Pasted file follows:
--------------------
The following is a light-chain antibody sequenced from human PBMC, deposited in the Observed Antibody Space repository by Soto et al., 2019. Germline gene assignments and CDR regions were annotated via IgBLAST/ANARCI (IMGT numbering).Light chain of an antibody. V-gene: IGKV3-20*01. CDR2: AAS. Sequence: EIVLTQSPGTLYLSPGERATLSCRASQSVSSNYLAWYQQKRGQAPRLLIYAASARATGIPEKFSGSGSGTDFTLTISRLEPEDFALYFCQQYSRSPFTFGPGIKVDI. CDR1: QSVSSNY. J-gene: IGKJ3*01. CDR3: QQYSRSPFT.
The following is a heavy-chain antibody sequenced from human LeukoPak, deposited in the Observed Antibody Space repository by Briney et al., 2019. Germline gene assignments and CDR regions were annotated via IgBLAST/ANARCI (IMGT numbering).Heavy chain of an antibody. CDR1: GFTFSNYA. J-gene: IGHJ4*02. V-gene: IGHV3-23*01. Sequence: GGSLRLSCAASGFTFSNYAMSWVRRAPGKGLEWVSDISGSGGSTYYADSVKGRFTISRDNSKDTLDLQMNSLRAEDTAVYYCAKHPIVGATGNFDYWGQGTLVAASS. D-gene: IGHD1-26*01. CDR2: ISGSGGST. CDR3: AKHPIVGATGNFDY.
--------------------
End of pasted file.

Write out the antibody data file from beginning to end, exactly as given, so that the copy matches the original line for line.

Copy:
The following is a light-chain antibody sequenced from human PBMC, deposited in the Observed Antibody Space repository by Soto et al., 2019. Germline gene assignments and CDR regions were annotated via IgBLAST/ANARCI (IMGT numbering).Light chain of an antibody. V-gene: IGKV3-20*01. CDR2: AAS. Sequence: EIVLTQSPGTLYLSPGERATLSCRASQSVSSNYLAWYQQKRGQAPRLLIYAASARATGIPEKFSGSGSGTDFTLTISRLEPEDFALYFCQQYSRSPFTFGPGIKVDI. CDR1: QSVSSNY. J-gene: IGKJ3*01. CDR3: QQYSRSPFT.
The following is a heavy-chain antibody sequenced from human LeukoPak, deposited in the Observed Antibody Space repository by Briney et al., 2019. Germline gene assignments and CDR regions were annotated via IgBLAST/ANARCI (IMGT numbering).Heavy chain of an antibody. CDR1: GFTFSNYA. J-gene: IGHJ4*02. V-gene: IGHV3-23*01. Sequence: GGSLRLSCAASGFTFSNYAMSWVRRAPGKGLEWVSDISGSGGSTYYADSVKGRFTISRDNSKDTLDLQMNSLRAEDTAVYYCAKHPIVGATGNFDYWGQGTLVAASS. D-gene: IGHD1-26*01. CDR2: ISGSGGST. CDR3: AKHPIVGATGNFDY.